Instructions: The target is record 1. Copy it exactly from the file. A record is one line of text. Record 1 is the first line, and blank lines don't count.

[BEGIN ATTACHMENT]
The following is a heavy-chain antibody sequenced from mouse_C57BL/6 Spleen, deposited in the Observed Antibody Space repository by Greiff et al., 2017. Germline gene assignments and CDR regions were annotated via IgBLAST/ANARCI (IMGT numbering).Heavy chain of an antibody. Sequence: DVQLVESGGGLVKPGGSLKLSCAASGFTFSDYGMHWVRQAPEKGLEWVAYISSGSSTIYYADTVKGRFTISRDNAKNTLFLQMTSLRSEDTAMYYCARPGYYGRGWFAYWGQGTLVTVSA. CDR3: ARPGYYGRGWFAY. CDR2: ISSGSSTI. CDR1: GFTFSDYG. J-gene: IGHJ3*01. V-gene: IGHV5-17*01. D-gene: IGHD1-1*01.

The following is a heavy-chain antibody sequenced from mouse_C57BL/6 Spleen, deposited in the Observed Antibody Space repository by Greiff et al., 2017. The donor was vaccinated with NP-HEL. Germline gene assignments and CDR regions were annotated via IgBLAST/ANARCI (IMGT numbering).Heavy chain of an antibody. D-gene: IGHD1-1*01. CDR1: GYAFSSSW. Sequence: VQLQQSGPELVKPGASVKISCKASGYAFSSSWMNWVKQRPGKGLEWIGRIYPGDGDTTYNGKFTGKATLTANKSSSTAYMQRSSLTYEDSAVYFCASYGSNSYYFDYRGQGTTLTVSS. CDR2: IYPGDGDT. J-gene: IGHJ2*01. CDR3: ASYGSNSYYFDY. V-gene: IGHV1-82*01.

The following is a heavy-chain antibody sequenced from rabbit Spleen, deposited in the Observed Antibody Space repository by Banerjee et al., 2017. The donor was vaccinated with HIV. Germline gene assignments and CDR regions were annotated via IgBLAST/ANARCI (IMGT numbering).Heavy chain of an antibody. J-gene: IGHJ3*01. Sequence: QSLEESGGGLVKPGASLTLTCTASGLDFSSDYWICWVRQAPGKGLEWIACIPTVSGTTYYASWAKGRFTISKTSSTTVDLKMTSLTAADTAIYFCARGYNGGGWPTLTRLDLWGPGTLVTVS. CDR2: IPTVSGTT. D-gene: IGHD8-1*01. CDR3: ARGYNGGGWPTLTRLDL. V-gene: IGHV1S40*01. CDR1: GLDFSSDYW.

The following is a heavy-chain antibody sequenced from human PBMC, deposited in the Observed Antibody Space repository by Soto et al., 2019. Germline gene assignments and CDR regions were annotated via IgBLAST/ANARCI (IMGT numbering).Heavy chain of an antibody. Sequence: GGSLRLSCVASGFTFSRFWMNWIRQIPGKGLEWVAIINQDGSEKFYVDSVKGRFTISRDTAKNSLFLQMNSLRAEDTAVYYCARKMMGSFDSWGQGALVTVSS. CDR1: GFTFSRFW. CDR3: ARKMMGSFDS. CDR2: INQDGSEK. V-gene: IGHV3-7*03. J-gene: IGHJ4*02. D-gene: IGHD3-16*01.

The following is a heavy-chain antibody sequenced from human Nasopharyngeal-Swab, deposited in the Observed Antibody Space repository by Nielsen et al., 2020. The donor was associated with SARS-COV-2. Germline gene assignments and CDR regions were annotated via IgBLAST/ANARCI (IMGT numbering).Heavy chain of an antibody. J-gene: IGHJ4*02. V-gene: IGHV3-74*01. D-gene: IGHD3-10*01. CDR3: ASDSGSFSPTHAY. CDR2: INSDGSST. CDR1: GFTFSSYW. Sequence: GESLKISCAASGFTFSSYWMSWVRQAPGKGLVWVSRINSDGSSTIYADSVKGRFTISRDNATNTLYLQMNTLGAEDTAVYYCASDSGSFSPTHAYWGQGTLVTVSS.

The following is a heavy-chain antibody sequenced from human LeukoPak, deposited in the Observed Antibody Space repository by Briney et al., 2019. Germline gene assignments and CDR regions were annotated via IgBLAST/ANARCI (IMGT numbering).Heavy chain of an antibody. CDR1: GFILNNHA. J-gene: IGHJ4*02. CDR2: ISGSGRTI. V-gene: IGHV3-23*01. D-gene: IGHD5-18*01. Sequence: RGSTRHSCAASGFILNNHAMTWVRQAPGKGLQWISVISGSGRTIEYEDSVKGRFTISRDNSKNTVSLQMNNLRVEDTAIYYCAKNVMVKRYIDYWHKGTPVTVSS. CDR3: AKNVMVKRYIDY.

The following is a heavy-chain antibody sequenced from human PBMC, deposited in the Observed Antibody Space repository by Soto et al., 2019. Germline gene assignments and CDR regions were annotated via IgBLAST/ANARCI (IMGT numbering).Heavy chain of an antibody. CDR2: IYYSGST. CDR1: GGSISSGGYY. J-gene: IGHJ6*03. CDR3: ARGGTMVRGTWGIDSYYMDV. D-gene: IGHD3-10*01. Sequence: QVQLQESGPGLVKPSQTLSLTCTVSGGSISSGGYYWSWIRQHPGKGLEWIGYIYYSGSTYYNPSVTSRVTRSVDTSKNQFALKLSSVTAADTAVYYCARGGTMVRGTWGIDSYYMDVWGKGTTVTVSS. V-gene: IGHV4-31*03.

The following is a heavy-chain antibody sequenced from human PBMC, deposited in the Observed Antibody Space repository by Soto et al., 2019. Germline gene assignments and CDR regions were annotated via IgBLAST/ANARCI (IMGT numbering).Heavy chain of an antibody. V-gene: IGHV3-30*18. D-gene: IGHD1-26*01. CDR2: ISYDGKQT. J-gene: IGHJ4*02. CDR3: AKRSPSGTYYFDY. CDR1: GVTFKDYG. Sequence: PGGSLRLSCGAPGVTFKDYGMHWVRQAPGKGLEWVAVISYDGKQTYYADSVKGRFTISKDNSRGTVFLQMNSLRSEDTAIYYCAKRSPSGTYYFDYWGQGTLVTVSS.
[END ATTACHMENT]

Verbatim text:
The following is a heavy-chain antibody sequenced from mouse_C57BL/6 Spleen, deposited in the Observed Antibody Space repository by Greiff et al., 2017. Germline gene assignments and CDR regions were annotated via IgBLAST/ANARCI (IMGT numbering).Heavy chain of an antibody. Sequence: DVQLVESGGGLVKPGGSLKLSCAASGFTFSDYGMHWVRQAPEKGLEWVAYISSGSSTIYYADTVKGRFTISRDNAKNTLFLQMTSLRSEDTAMYYCARPGYYGRGWFAYWGQGTLVTVSA. CDR3: ARPGYYGRGWFAY. CDR2: ISSGSSTI. CDR1: GFTFSDYG. J-gene: IGHJ3*01. V-gene: IGHV5-17*01. D-gene: IGHD1-1*01.